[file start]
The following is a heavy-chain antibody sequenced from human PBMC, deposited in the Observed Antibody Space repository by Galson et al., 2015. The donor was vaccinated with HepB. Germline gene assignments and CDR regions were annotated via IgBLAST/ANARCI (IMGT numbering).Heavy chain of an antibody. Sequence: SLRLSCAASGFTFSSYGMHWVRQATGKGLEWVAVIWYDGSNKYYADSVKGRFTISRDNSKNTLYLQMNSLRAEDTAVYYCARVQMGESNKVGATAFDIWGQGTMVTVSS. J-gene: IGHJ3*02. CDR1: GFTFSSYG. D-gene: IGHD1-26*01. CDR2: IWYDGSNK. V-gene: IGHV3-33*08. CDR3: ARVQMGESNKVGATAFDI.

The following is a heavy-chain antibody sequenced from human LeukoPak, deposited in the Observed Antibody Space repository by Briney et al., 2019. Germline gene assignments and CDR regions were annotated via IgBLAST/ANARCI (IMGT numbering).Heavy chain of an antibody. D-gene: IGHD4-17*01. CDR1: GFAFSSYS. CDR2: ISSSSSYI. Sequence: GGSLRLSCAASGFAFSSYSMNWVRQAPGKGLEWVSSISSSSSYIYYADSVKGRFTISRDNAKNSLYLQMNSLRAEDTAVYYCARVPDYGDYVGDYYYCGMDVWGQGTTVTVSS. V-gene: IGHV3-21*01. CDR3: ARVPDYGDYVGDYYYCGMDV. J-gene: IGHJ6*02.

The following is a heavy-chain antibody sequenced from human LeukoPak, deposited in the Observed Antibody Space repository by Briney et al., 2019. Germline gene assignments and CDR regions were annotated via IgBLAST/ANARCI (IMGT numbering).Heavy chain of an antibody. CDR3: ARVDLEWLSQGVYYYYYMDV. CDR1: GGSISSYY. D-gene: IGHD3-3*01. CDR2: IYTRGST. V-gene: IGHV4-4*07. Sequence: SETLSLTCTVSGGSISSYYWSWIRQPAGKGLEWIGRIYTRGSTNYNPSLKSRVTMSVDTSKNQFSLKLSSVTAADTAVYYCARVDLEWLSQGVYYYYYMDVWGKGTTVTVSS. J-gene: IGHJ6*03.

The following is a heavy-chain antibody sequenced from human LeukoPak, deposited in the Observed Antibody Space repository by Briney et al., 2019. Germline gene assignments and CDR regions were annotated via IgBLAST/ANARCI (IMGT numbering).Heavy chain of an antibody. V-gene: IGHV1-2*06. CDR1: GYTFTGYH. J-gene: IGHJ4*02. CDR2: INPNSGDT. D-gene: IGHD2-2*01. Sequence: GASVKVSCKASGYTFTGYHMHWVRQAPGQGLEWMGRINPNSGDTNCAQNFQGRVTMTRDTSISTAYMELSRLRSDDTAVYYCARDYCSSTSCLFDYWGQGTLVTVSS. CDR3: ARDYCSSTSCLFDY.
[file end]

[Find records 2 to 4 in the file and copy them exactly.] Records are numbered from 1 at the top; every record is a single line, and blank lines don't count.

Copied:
The following is a heavy-chain antibody sequenced from human LeukoPak, deposited in the Observed Antibody Space repository by Briney et al., 2019. Germline gene assignments and CDR regions were annotated via IgBLAST/ANARCI (IMGT numbering).Heavy chain of an antibody. D-gene: IGHD4-17*01. CDR1: GFAFSSYS. CDR2: ISSSSSYI. Sequence: GGSLRLSCAASGFAFSSYSMNWVRQAPGKGLEWVSSISSSSSYIYYADSVKGRFTISRDNAKNSLYLQMNSLRAEDTAVYYCARVPDYGDYVGDYYYCGMDVWGQGTTVTVSS. V-gene: IGHV3-21*01. CDR3: ARVPDYGDYVGDYYYCGMDV. J-gene: IGHJ6*02.

The following is a heavy-chain antibody sequenced from human LeukoPak, deposited in the Observed Antibody Space repository by Briney et al., 2019. Germline gene assignments and CDR regions were annotated via IgBLAST/ANARCI (IMGT numbering).Heavy chain of an antibody. CDR3: ARVDLEWLSQGVYYYYYMDV. CDR1: GGSISSYY. D-gene: IGHD3-3*01. CDR2: IYTRGST. V-gene: IGHV4-4*07. Sequence: SETLSLTCTVSGGSISSYYWSWIRQPAGKGLEWIGRIYTRGSTNYNPSLKSRVTMSVDTSKNQFSLKLSSVTAADTAVYYCARVDLEWLSQGVYYYYYMDVWGKGTTVTVSS. J-gene: IGHJ6*03.

The following is a heavy-chain antibody sequenced from human LeukoPak, deposited in the Observed Antibody Space repository by Briney et al., 2019. Germline gene assignments and CDR regions were annotated via IgBLAST/ANARCI (IMGT numbering).Heavy chain of an antibody. V-gene: IGHV1-2*06. CDR1: GYTFTGYH. J-gene: IGHJ4*02. CDR2: INPNSGDT. D-gene: IGHD2-2*01. Sequence: GASVKVSCKASGYTFTGYHMHWVRQAPGQGLEWMGRINPNSGDTNCAQNFQGRVTMTRDTSISTAYMELSRLRSDDTAVYYCARDYCSSTSCLFDYWGQGTLVTVSS. CDR3: ARDYCSSTSCLFDY.